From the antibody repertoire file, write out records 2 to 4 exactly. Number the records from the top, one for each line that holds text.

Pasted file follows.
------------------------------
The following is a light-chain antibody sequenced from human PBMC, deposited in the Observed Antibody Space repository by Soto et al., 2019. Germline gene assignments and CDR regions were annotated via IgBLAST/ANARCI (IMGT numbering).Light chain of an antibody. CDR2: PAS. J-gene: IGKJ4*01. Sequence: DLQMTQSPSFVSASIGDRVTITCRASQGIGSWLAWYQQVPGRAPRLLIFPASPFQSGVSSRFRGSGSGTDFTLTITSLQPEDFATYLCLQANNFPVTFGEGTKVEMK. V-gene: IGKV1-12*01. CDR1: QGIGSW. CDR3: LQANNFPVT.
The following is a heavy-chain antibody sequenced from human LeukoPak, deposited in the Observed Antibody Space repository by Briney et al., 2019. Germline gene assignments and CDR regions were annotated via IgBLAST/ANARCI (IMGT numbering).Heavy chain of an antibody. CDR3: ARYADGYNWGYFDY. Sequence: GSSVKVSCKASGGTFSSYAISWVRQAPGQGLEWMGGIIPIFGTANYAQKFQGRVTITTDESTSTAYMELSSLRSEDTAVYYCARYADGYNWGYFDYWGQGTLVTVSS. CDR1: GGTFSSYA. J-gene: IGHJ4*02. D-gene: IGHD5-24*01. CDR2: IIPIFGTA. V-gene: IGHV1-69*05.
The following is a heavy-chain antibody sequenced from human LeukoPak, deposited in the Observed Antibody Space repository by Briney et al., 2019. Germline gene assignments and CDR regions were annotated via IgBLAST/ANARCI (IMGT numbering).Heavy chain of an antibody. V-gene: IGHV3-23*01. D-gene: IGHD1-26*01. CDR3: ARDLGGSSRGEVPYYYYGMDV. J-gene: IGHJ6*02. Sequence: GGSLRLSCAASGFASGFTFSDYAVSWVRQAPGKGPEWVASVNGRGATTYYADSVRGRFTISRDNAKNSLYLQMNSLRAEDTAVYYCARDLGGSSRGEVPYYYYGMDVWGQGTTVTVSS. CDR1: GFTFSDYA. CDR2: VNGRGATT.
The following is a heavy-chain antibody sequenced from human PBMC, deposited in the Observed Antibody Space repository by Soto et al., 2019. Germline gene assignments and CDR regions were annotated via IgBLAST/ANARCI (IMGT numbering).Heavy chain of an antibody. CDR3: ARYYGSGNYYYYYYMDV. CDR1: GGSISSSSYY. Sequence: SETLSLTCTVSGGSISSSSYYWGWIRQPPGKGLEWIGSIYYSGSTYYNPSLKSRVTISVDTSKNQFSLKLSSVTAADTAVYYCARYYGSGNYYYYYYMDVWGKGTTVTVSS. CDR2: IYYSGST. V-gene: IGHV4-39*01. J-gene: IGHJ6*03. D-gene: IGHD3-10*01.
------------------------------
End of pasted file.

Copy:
The following is a heavy-chain antibody sequenced from human LeukoPak, deposited in the Observed Antibody Space repository by Briney et al., 2019. Germline gene assignments and CDR regions were annotated via IgBLAST/ANARCI (IMGT numbering).Heavy chain of an antibody. CDR3: ARYADGYNWGYFDY. Sequence: GSSVKVSCKASGGTFSSYAISWVRQAPGQGLEWMGGIIPIFGTANYAQKFQGRVTITTDESTSTAYMELSSLRSEDTAVYYCARYADGYNWGYFDYWGQGTLVTVSS. CDR1: GGTFSSYA. J-gene: IGHJ4*02. D-gene: IGHD5-24*01. CDR2: IIPIFGTA. V-gene: IGHV1-69*05.
The following is a heavy-chain antibody sequenced from human LeukoPak, deposited in the Observed Antibody Space repository by Briney et al., 2019. Germline gene assignments and CDR regions were annotated via IgBLAST/ANARCI (IMGT numbering).Heavy chain of an antibody. V-gene: IGHV3-23*01. D-gene: IGHD1-26*01. CDR3: ARDLGGSSRGEVPYYYYGMDV. J-gene: IGHJ6*02. Sequence: GGSLRLSCAASGFASGFTFSDYAVSWVRQAPGKGPEWVASVNGRGATTYYADSVRGRFTISRDNAKNSLYLQMNSLRAEDTAVYYCARDLGGSSRGEVPYYYYGMDVWGQGTTVTVSS. CDR1: GFTFSDYA. CDR2: VNGRGATT.
The following is a heavy-chain antibody sequenced from human PBMC, deposited in the Observed Antibody Space repository by Soto et al., 2019. Germline gene assignments and CDR regions were annotated via IgBLAST/ANARCI (IMGT numbering).Heavy chain of an antibody. CDR3: ARYYGSGNYYYYYYMDV. CDR1: GGSISSSSYY. Sequence: SETLSLTCTVSGGSISSSSYYWGWIRQPPGKGLEWIGSIYYSGSTYYNPSLKSRVTISVDTSKNQFSLKLSSVTAADTAVYYCARYYGSGNYYYYYYMDVWGKGTTVTVSS. CDR2: IYYSGST. V-gene: IGHV4-39*01. J-gene: IGHJ6*03. D-gene: IGHD3-10*01.